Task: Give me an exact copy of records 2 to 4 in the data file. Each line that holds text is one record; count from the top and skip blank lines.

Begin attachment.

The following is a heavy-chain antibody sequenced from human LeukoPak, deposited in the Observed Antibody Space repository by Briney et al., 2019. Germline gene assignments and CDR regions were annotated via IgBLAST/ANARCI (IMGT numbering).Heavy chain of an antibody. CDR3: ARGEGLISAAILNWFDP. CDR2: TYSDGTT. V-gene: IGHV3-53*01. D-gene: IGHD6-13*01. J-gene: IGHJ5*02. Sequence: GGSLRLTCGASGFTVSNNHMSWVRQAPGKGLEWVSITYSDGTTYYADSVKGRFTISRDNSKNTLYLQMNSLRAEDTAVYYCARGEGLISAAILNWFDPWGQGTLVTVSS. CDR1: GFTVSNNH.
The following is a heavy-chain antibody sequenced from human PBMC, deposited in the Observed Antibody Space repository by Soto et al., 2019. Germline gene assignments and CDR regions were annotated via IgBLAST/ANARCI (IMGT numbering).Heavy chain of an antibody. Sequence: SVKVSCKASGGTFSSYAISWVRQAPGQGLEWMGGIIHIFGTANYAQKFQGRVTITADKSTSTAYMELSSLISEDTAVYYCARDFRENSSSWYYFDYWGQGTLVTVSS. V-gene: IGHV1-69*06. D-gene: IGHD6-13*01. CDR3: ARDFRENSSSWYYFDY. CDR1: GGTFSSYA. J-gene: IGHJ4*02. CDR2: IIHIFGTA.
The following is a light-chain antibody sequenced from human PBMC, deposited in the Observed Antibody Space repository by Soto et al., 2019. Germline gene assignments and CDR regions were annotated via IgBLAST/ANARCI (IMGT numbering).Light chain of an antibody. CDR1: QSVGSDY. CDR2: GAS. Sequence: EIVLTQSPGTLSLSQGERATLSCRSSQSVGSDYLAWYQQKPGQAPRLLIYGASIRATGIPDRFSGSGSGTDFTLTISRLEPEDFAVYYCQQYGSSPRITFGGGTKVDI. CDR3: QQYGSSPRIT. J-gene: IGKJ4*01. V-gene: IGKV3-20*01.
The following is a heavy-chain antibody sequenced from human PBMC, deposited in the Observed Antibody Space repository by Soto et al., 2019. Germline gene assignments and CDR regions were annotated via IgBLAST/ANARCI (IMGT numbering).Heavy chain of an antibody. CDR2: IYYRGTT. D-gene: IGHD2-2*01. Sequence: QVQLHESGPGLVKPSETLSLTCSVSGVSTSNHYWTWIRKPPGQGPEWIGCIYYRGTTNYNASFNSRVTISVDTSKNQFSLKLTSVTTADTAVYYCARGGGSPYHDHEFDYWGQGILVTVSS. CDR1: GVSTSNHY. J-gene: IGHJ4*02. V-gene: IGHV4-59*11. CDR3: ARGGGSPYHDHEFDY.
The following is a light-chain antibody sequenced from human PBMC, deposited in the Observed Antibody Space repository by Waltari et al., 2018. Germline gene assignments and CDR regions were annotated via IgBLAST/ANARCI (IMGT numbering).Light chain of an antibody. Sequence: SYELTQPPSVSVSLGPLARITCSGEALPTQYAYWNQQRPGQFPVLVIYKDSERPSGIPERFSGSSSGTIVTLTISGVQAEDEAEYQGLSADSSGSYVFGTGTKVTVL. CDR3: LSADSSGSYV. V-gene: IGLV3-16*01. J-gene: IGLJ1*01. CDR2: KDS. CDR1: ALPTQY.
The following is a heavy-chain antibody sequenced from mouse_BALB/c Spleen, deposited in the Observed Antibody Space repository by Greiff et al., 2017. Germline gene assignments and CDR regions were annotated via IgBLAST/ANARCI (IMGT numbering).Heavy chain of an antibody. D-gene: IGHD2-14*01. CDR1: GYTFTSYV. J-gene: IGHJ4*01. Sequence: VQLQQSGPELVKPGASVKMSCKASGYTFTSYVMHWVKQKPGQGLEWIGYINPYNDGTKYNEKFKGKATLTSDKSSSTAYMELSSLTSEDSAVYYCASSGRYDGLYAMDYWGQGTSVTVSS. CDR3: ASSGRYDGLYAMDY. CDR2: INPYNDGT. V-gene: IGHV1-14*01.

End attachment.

The following is a heavy-chain antibody sequenced from human PBMC, deposited in the Observed Antibody Space repository by Soto et al., 2019. Germline gene assignments and CDR regions were annotated via IgBLAST/ANARCI (IMGT numbering).Heavy chain of an antibody. Sequence: SVKVSCKASGGTFSSYAISWVRQAPGQGLEWMGGIIHIFGTANYAQKFQGRVTITADKSTSTAYMELSSLISEDTAVYYCARDFRENSSSWYYFDYWGQGTLVTVSS. V-gene: IGHV1-69*06. D-gene: IGHD6-13*01. CDR3: ARDFRENSSSWYYFDY. CDR1: GGTFSSYA. J-gene: IGHJ4*02. CDR2: IIHIFGTA.
The following is a light-chain antibody sequenced from human PBMC, deposited in the Observed Antibody Space repository by Soto et al., 2019. Germline gene assignments and CDR regions were annotated via IgBLAST/ANARCI (IMGT numbering).Light chain of an antibody. CDR1: QSVGSDY. CDR2: GAS. Sequence: EIVLTQSPGTLSLSQGERATLSCRSSQSVGSDYLAWYQQKPGQAPRLLIYGASIRATGIPDRFSGSGSGTDFTLTISRLEPEDFAVYYCQQYGSSPRITFGGGTKVDI. CDR3: QQYGSSPRIT. J-gene: IGKJ4*01. V-gene: IGKV3-20*01.
The following is a heavy-chain antibody sequenced from human PBMC, deposited in the Observed Antibody Space repository by Soto et al., 2019. Germline gene assignments and CDR regions were annotated via IgBLAST/ANARCI (IMGT numbering).Heavy chain of an antibody. CDR2: IYYRGTT. D-gene: IGHD2-2*01. Sequence: QVQLHESGPGLVKPSETLSLTCSVSGVSTSNHYWTWIRKPPGQGPEWIGCIYYRGTTNYNASFNSRVTISVDTSKNQFSLKLTSVTTADTAVYYCARGGGSPYHDHEFDYWGQGILVTVSS. CDR1: GVSTSNHY. J-gene: IGHJ4*02. V-gene: IGHV4-59*11. CDR3: ARGGGSPYHDHEFDY.